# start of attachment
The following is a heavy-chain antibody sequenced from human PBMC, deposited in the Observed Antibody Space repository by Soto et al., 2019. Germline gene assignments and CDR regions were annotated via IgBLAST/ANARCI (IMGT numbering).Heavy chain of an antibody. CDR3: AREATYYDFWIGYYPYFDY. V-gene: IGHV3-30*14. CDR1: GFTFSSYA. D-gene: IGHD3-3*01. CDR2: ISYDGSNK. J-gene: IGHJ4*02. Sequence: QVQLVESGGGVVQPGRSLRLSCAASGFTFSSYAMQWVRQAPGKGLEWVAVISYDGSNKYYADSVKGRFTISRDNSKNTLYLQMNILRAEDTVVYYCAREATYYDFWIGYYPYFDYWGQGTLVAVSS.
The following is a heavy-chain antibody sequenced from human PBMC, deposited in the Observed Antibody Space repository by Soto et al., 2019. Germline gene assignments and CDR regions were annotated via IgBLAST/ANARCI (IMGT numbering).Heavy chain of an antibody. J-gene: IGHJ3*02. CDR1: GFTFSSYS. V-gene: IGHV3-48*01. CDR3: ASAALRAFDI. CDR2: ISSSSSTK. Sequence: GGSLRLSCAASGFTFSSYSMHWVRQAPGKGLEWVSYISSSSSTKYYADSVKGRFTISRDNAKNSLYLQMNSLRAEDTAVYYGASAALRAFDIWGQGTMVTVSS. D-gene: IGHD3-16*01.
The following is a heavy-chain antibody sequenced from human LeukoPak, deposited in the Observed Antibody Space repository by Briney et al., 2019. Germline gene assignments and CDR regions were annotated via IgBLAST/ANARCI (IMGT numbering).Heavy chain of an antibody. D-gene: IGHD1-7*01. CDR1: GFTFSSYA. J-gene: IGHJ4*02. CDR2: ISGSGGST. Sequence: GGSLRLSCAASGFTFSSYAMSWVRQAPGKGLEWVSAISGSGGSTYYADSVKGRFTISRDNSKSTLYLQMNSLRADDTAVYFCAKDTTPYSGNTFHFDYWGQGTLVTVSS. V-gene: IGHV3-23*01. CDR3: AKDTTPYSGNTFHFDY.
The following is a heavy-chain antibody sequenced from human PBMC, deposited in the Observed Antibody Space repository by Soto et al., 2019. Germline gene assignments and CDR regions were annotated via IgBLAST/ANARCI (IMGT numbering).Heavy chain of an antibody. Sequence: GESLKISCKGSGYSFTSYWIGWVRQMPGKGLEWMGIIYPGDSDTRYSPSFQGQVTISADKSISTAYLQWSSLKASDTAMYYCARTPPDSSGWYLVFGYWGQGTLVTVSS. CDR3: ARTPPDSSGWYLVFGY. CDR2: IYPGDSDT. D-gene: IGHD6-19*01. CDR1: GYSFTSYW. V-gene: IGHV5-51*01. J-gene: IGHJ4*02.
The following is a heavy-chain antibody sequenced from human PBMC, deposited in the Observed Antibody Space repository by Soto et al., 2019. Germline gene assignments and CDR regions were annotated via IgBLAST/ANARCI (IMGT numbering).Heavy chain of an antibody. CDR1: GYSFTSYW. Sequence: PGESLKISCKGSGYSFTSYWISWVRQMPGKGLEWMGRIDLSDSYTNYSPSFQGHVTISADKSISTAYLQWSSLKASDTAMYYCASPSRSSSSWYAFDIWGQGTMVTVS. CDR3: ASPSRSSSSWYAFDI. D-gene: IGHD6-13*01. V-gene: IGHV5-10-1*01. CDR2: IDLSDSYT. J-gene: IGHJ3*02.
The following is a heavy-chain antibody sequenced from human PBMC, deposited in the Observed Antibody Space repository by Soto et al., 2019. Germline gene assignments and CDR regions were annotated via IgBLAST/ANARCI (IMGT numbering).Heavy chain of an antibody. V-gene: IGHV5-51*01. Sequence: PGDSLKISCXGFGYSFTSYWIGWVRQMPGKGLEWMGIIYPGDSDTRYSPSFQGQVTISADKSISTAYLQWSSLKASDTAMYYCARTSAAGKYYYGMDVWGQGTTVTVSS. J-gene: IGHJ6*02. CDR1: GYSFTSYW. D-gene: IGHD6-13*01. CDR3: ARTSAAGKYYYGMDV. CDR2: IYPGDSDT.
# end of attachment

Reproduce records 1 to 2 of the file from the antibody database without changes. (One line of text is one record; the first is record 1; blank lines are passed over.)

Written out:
The following is a heavy-chain antibody sequenced from human PBMC, deposited in the Observed Antibody Space repository by Soto et al., 2019. Germline gene assignments and CDR regions were annotated via IgBLAST/ANARCI (IMGT numbering).Heavy chain of an antibody. CDR3: AREATYYDFWIGYYPYFDY. V-gene: IGHV3-30*14. CDR1: GFTFSSYA. D-gene: IGHD3-3*01. CDR2: ISYDGSNK. J-gene: IGHJ4*02. Sequence: QVQLVESGGGVVQPGRSLRLSCAASGFTFSSYAMQWVRQAPGKGLEWVAVISYDGSNKYYADSVKGRFTISRDNSKNTLYLQMNILRAEDTVVYYCAREATYYDFWIGYYPYFDYWGQGTLVAVSS.
The following is a heavy-chain antibody sequenced from human PBMC, deposited in the Observed Antibody Space repository by Soto et al., 2019. Germline gene assignments and CDR regions were annotated via IgBLAST/ANARCI (IMGT numbering).Heavy chain of an antibody. J-gene: IGHJ3*02. CDR1: GFTFSSYS. V-gene: IGHV3-48*01. CDR3: ASAALRAFDI. CDR2: ISSSSSTK. Sequence: GGSLRLSCAASGFTFSSYSMHWVRQAPGKGLEWVSYISSSSSTKYYADSVKGRFTISRDNAKNSLYLQMNSLRAEDTAVYYGASAALRAFDIWGQGTMVTVSS. D-gene: IGHD3-16*01.